Does your family always call you – a non-techie – for tech support? Do you get constant requests for a “quick second” of your time to solve PC-related issues or even something as simple as getting the channel notification to disappear from the TV? Do your parents keep a growing list of IT questions jotted down on a notepad they toss your way the minute you walk in the front door when you’re home for a visit?

 

Aside from many of us not being qualified to provide high-level tech support, it can be extremely hard to maintain a solid line between technology frustration and personal frustration when helping family members. You know the drill – the situation can be as simple as calling up your tech-savvy uncle every time you hit a snag with your laptop. Only this time, he can’t quite solve the problem, and you’ve lost time – while your frustration has grown – waiting for him to take a look. That frustration is shared when your uncle can’t solve the problem for you, and he starts to feel responsible for a technology problem that has nothing to do with him.

 

Who hasn’t been there on at least one occasion with the roles possibly reversed? Don’t get caught up in the never-ending family tech support cycle – family dynamics are sensitive enough without adding the stresses of serving as your family’s “guru” for all things tech:

 

Future problems become your fault, too. Anything that happens to the device after you touch it will be the result of whatever you did to it. No matter what the new tech issue is – whether it’s a new computer virus or an operating system upgrade – all the owner knows is that it didn’t happen until after you worked on the device. Therefore, you have to fix it again.

 

‘Round the clock availability. Family members feel they can call you at all hours of the day or night, and you’ll drop whatever you’re doing to help solve their tech issue, whether that’s drive to their house to fix their computer immediately (for the third time that month) or spend 30 minutes on the phone with them to troubleshoot an issue with their smart TV.

 

Sometimes, things go wrong. There are times when you get in a little over your head with issues that aren’t very easy to solve, and your do-it-yourself fixes can do more harm than good. That can go further awry with family members who take the “if you break it, you buy it” mentality to heart. You could end up with more than a broken device – you could have a broken relationship!

 

Free tech support for life. Fixing someone’s computer or other tech device for free and doing a good job can set expectations that you’re available for the rest of your life to fix problems! The next time that a family member needs help, they’ll remember what a great job you did, and you’ll be called upon to assist with lots of other tasks. You might even be recommended to other family members and friends!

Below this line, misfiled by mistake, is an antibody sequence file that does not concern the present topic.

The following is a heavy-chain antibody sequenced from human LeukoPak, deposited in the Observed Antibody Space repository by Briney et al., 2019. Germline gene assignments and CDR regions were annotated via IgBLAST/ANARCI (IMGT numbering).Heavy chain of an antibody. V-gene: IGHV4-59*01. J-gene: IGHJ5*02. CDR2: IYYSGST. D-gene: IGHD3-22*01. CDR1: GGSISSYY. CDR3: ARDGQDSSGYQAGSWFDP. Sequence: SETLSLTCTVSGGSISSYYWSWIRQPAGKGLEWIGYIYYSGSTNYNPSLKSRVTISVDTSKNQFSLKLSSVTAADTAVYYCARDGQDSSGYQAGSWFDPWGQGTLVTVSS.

If you’ve experienced something like this, don’t despair! You can break out of this cycle of endless tech support through teaching, practice and tough love. With a fair amount of each, weaning your family off of your assistance should be relatively painless.

 

Don’t simply do—teach. Every time a family member asks you for help, offer that help on one condition: they learn how to fix the problem themselves. This can be frustrating, especially for non-technical family members, and it may be difficult, but with a little tough love, patience and encouragement, you can be successful. Remember to explain things slowly and simply until your family member remembers, as well as do everything while you watch to ensure they’re doing it right.

 

Have them practice the basics. When you’re face-to-face with your family and can offer help, set aside some time to practice basic skills. In as little as 15-30 minutes per session, you can review skills that more advanced technology users – from computers to smart TVs to smartphones – should know. These can include copy and paste, sending a photo in an email, software updates and online social networking privacy settings, among many, many others. Practice with them and answer any questions they have during the process. Have them repeat the actions you demonstrate several times so they get used to them and ensure they’ll remember them.

 

Just say “no.” Like Nancy Reagan taught us in the late 1980s, you need to practice saying “no.”  Keep in mind that asking for your advice on which antivirus software to use is very different from asking you to come over and troubleshoot a dead system. One requires a quick answer and follow-up explanation, while the other could turn into hours of troubleshooting.

 

Call tech support. This might be the best answer yet. Having a clear line between tech issues and your personal life can be a huge blessing. There are some innovative, yet affordable, on-demand tech support options available that don’t require that you be related to the technician – nor the customer! These services are available 24/7, can come to your relatives at their convenience and don’t feed into any behind-the-scenes family frustrations, a win-win for everyone involved.

 

 

Does one of your family members have a tech device that they continually call you to service? Want to outsource that to a trusted on-demand tech advisor? Give Online Owls a call to take care of your family and get everything up and running. If it connects to the Internet, we service it!

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